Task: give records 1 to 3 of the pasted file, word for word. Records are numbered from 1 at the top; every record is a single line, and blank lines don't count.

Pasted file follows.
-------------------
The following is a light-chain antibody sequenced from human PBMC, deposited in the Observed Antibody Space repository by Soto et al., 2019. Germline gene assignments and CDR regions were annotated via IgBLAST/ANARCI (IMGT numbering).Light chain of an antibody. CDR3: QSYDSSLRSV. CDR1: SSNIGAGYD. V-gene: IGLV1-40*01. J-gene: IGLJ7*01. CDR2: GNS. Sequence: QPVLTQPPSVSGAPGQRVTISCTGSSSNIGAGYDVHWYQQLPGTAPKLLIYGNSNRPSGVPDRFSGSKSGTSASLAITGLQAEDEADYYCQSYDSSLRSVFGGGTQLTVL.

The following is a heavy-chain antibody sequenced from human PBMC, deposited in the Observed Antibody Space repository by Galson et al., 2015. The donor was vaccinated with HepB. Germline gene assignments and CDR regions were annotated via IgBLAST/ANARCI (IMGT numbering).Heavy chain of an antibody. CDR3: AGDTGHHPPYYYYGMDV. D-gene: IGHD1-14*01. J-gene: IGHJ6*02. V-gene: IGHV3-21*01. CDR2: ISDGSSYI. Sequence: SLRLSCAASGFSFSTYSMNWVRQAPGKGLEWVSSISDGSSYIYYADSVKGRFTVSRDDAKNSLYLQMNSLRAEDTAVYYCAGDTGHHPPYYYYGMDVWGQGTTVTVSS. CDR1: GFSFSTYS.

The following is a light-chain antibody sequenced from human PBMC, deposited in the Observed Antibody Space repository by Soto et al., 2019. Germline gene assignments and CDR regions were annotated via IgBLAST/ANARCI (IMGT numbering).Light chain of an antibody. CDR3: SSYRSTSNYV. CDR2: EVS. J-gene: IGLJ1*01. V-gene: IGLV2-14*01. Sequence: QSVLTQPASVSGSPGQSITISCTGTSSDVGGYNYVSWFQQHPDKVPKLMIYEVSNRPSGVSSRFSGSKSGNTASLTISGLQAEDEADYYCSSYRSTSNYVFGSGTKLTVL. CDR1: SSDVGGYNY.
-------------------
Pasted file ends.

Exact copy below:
The following is a light-chain antibody sequenced from human PBMC, deposited in the Observed Antibody Space repository by Soto et al., 2019. Germline gene assignments and CDR regions were annotated via IgBLAST/ANARCI (IMGT numbering).Light chain of an antibody. CDR3: QSYDSSLRSV. CDR1: SSNIGAGYD. V-gene: IGLV1-40*01. J-gene: IGLJ7*01. CDR2: GNS. Sequence: QPVLTQPPSVSGAPGQRVTISCTGSSSNIGAGYDVHWYQQLPGTAPKLLIYGNSNRPSGVPDRFSGSKSGTSASLAITGLQAEDEADYYCQSYDSSLRSVFGGGTQLTVL.

The following is a heavy-chain antibody sequenced from human PBMC, deposited in the Observed Antibody Space repository by Galson et al., 2015. The donor was vaccinated with HepB. Germline gene assignments and CDR regions were annotated via IgBLAST/ANARCI (IMGT numbering).Heavy chain of an antibody. CDR3: AGDTGHHPPYYYYGMDV. D-gene: IGHD1-14*01. J-gene: IGHJ6*02. V-gene: IGHV3-21*01. CDR2: ISDGSSYI. Sequence: SLRLSCAASGFSFSTYSMNWVRQAPGKGLEWVSSISDGSSYIYYADSVKGRFTVSRDDAKNSLYLQMNSLRAEDTAVYYCAGDTGHHPPYYYYGMDVWGQGTTVTVSS. CDR1: GFSFSTYS.

The following is a light-chain antibody sequenced from human PBMC, deposited in the Observed Antibody Space repository by Soto et al., 2019. Germline gene assignments and CDR regions were annotated via IgBLAST/ANARCI (IMGT numbering).Light chain of an antibody. CDR3: SSYRSTSNYV. CDR2: EVS. J-gene: IGLJ1*01. V-gene: IGLV2-14*01. Sequence: QSVLTQPASVSGSPGQSITISCTGTSSDVGGYNYVSWFQQHPDKVPKLMIYEVSNRPSGVSSRFSGSKSGNTASLTISGLQAEDEADYYCSSYRSTSNYVFGSGTKLTVL. CDR1: SSDVGGYNY.